I write everything down it seems, on scraps of papers, napkins, you name it. Some of it is a little strange. Most of it is dated.
Fourth of July…the sound of fireworks rips across an early morning sky. To some, this could be the prelude to an Independence Day celebration in Any Town, USA. It was, however, just another day in Suzhou, China. Don’t get me wrong, I love a good explosion as much as the next American, but China is the final word in fireworks. Pyromania is not a condition here -- it is the norm. You’d think all that noise would have a strange effect on people. Excessive twitchiness, perhaps, but it’s not long before your subconscious starts to block it out. Give it a couple weeks. Like a bird’s song and a morning cup of coffee, those explosions slowly become a part of you.
Of course, I didn’t stumble into China saying “golly” every time a mortar exploded. The thing I found strange was that for the amount of fireworks ignited, there aren’t a whole lot of shops selling it. There are bootleg DVD markets out the wazoo, enough cigarette stalls to keep the population under a trillion, and too many green tea boutiques to count. Much like the noise, it’s easy to walk past a long row of storefronts without giving them a second look. Whether you’re in Suzhou or Shanghai, shopping can get mundane on the main streets. That is, unless you go out shopping for adventure.
A few blocks away from my apartment complex is a neighborhood plaza. Once you make a right at the NO SPITTING sign, there is a police supply store that sells cattle prods, batons, and pepper spray, amongst other things. It’s right across from a baby clothes store. My friend Todd went in to buy an authentic police helmet to wear on his electric scooter. Todd pointed to it and the shopkeeper eyed him, picked up the phone and began dialing. When he had someone on the line, he handed over the phone. It was the police. From what Todd could make out, they wanted to make sure that he, a 230 pound Kiwi, wasn’t going to use it for “official” police business. He bought it for 50 Yuan.
The 47 bus will take you down Shi Quan Jie, or as it’s know in Suzhou, bar street. The bars have been closing down lately, due partly to the slowing economy and the city’s rapid expansion. But it’s not all bars. We stepped off the bus after spotting a sign that read “Sex Shop.” There’s a lot of talk about censorship in China, which is why we had to check it out. When you walk in, the downstairs is filled with baby clothes. A leather clad mannequin points you upstairs to a small room. The boy working there was suprisingly shy, and knew very little English. We were very quiet. The shop carried a relatively small selection, and some of the packaging was a little faded. It almost felt as if we were visiting a museum. At the end, in what appeared to be an attempt to fill space, there were some delicate porcelain eggs behind a display case.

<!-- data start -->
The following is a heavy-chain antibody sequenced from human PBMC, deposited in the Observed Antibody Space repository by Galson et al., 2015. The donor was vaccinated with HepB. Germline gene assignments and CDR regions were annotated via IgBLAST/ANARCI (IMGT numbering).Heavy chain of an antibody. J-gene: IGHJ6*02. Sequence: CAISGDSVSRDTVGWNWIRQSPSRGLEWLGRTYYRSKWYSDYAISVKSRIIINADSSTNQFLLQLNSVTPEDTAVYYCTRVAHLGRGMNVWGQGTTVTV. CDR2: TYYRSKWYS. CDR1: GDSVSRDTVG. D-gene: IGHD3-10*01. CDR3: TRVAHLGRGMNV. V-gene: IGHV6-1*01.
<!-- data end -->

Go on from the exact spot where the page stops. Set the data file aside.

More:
For lunch, we walk down to our favorite restaurant, a Chinese Muslim kebab joint. We take a seat at the outside table, next to grill and the canal. We order fifteen lamb kebabs. The grill master dismisses us with a wave of the hand. He tells us we want twenty. I’ve never eaten at this restaurant and not been amazed by this man. He drinks steaming water from on old metal kettle, and catcalls the pretty girls who walk by. Todd had been studying Chinese and decided to get some practice in.
“He wants to know if you’re English,” said Todd. “He says English people hate lamb.” Todd told him I was American. The grill master looked at me, smiled, and went back to tapping the sticks above the coals.
When the sticks were ready, the grill master joined us at the table. He gawked to girls on the sidewalk and sipped from his silver kettle. Mostly he ignored us. Todd asked him if he ever ate pork.
He replied by scrunching up his face, then spitting on the ground.